THAT is our next project...
You are probably burning cork or winged elm, also known as ---- elm. It is nearly impossible to split and it does stink when burned, however, I didn't think cork elms grew that far north. Elm also needs to be very dead to burn well, but when it is well seasoned it burns for a long time.
Here's the complete poem... pretty cool.
Another version of it here.
Softwoods causing creosote is an old and often repeated wife's tale.
University of Wisconsin did a real study on this back in the woodburning heyday of the 70's......set up a whole bunch of woodstoves in a warehouse, burned all kinds of species and moisture contents. They proved the key to creosote production is the moisture of the wood, the amount of air used for combustion and the flue temperature. Period. Oak will make just as much as pine if either is burned incorrectly.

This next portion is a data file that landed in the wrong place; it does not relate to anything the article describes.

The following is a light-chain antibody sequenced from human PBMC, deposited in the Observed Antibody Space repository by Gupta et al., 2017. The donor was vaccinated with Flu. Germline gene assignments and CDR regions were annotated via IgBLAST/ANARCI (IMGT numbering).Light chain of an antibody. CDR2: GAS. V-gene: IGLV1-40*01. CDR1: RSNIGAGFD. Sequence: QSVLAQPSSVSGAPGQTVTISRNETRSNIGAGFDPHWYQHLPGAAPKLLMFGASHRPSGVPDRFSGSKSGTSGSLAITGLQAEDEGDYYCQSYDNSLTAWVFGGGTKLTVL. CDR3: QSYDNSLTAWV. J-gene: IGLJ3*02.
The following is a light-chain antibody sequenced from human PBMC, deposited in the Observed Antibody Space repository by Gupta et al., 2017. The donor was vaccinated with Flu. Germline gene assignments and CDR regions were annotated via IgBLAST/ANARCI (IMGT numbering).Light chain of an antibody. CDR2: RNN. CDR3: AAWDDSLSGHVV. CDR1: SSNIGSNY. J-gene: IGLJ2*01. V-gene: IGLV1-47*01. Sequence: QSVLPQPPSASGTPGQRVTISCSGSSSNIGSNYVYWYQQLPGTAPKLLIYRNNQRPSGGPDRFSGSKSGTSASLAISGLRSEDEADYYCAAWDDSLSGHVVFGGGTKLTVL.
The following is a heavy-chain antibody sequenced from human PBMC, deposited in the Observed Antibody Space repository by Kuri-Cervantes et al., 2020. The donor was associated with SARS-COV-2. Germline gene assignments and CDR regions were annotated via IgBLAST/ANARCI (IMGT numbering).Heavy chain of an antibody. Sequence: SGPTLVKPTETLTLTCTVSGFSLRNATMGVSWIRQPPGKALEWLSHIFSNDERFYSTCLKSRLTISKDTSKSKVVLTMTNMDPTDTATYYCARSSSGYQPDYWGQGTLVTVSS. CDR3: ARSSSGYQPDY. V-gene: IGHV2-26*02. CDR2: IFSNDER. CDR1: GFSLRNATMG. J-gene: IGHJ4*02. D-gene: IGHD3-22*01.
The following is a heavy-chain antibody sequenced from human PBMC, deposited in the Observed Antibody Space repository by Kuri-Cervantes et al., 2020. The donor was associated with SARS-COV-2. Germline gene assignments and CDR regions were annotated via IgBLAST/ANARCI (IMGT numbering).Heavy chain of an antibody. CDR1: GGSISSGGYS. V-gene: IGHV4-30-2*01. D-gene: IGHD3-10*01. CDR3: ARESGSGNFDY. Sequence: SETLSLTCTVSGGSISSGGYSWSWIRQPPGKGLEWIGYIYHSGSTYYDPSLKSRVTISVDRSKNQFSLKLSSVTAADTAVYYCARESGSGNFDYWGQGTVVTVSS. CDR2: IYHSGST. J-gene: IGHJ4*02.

Most folks oversize their stoves and crank the air down to keep from running them out of the house AND having to refill the stove so often. Even fairly well seasoned wood has a good amount of moisture still in it......crank the air down, make a slow simmering fire, and a cool flue, and you have the exact receipe for creosote.
The Blaze King, with the catalytic re-burner, is excellent, in terms of complete combustion, low cresote, and very little ash, with pine and spruce.
To me pine and spruce are the best. We have never burned oak, etc. We just don't have any around here.
Pine, spruce and birch work great. We don't seem to get nearly as much heat from poplar or alder.
We have tamarck and willow, but those are harder to get, so we use the others.
We are happy, however, we haven't burned oak, etc, so maybe we've got something to look forward to, or are missing something. Hard to believe though.